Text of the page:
Basis configuration = Definition of the first configuration

Configuration = Also configuration object or configuration item; component of a configuration

Configuration element = auch Konfigurationsobjekt oder Konfigurationsitem; Bestandteil einer Konfiguration

Release = Configuration that is given to an external instance, for example, a customer

Revision = Or version; means of identifying the particular state of an element

Goal configuration = Desired development results

Manage your Configurations with objectiF RPM.

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Why Do You Need Configuration Management?

Configuration management forms a basis for systematic and traceable product development processes. Above all, change management is particularly important.

Control Changes

The effects of altered components are traceable up to the product configuration.

Improve Transparency

Different product configurations can be structured, managed and maintained. Current developments can be compared with requirements.

Assured Quality

Fewer errors, and those that do emerge can be more easily traced and fixed.

Increased Productivity

Communication is easier because different versions can be compared without having to consult on them. Related work results can be recognized quickly and simply.

Which Elements Should Be in a Configuration?

Not all a project’s work results have to be collected in a configuration. The following items are usually included when developing software.

  • Requirement documents (e.g. use cases)
  • Test specifications and test data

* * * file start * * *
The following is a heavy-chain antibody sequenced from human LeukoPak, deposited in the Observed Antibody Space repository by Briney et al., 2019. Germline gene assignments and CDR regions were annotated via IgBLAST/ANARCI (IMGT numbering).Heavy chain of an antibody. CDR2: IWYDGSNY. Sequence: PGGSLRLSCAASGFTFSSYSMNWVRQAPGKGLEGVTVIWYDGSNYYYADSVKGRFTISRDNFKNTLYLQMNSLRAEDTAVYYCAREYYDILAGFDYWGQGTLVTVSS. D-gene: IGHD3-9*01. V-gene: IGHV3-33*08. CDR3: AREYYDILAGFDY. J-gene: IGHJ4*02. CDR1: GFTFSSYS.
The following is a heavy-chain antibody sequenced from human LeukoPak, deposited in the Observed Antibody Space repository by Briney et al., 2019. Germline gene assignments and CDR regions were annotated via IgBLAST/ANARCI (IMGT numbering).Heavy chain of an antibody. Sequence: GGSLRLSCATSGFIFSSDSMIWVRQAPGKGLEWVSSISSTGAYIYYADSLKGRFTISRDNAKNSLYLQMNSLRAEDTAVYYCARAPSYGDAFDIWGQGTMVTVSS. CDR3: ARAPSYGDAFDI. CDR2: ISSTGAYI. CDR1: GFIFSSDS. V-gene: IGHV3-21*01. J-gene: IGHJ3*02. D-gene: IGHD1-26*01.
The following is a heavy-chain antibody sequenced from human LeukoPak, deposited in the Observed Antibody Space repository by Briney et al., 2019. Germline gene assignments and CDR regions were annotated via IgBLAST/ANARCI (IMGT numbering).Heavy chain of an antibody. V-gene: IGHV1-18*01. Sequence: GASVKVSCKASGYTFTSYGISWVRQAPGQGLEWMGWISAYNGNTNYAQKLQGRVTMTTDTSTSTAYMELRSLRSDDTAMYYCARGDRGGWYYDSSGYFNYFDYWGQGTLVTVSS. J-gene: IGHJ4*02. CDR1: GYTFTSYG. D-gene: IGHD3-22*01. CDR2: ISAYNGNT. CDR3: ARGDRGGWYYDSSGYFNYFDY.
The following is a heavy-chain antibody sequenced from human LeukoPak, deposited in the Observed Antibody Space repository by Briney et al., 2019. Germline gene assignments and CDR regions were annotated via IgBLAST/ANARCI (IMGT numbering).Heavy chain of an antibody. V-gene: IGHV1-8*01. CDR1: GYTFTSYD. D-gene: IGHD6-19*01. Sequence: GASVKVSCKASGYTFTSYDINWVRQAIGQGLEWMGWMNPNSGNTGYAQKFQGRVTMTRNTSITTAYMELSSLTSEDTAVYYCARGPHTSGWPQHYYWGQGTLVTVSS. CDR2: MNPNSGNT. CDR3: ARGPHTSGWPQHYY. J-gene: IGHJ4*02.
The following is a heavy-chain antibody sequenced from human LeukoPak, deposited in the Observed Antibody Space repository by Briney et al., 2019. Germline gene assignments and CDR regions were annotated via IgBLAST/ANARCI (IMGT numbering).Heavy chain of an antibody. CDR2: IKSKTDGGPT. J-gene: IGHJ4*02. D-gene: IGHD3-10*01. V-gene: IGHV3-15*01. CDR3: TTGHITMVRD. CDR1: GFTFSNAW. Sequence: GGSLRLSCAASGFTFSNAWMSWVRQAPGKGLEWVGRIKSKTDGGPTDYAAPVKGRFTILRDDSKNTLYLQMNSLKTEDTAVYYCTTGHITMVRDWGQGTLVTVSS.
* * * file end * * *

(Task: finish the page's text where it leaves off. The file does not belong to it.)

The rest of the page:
• Architecture and design documents
  • User documentation
  • Metadata and configuration data
  • Installation instructions, release notes

Requirements Configuration

Requirements configuration is often spoken of in requirements management. All related requirements versions are collected in a configuration like this. Generally, these are needed to establish a baseline and to define the system delivery level. For example, all requirements of release 1 can be collected in a configuration and establish a baseline.

Requirement configuration must have the following properties (cf. K. Pohl, C. Rupp: Requirements Engineering Fundamentals):

  • Requirements are connected by their content (They have the same purpose)
  • Requirements are consistent
  • Requirement configuration is uniquely identifiable (The configuration has a unique ID)
  • Requirement configuration cannot be changed (if a requirement changes then a new version must be made)
  • Requirement configuration is the foundation for a reset (requirements can be reset to another version within a configuration)

How to Create a Configuration in objectiF RPM

In objectiF RPM a configuration corresponds to an element group. That means that all that is needed to generate a configuration is to create an element group and add the relevant elements to it. The elements can be documents, requirements, test cases or risks. Create references to the original files when you place them in element groups. That way the files are saved in the original location. Baselines can be established for element groups by generating a revision of the element group. With the right software, configuration management can be that easy.

Knowledge Base:<br />
 Review on element group in objectiF RPM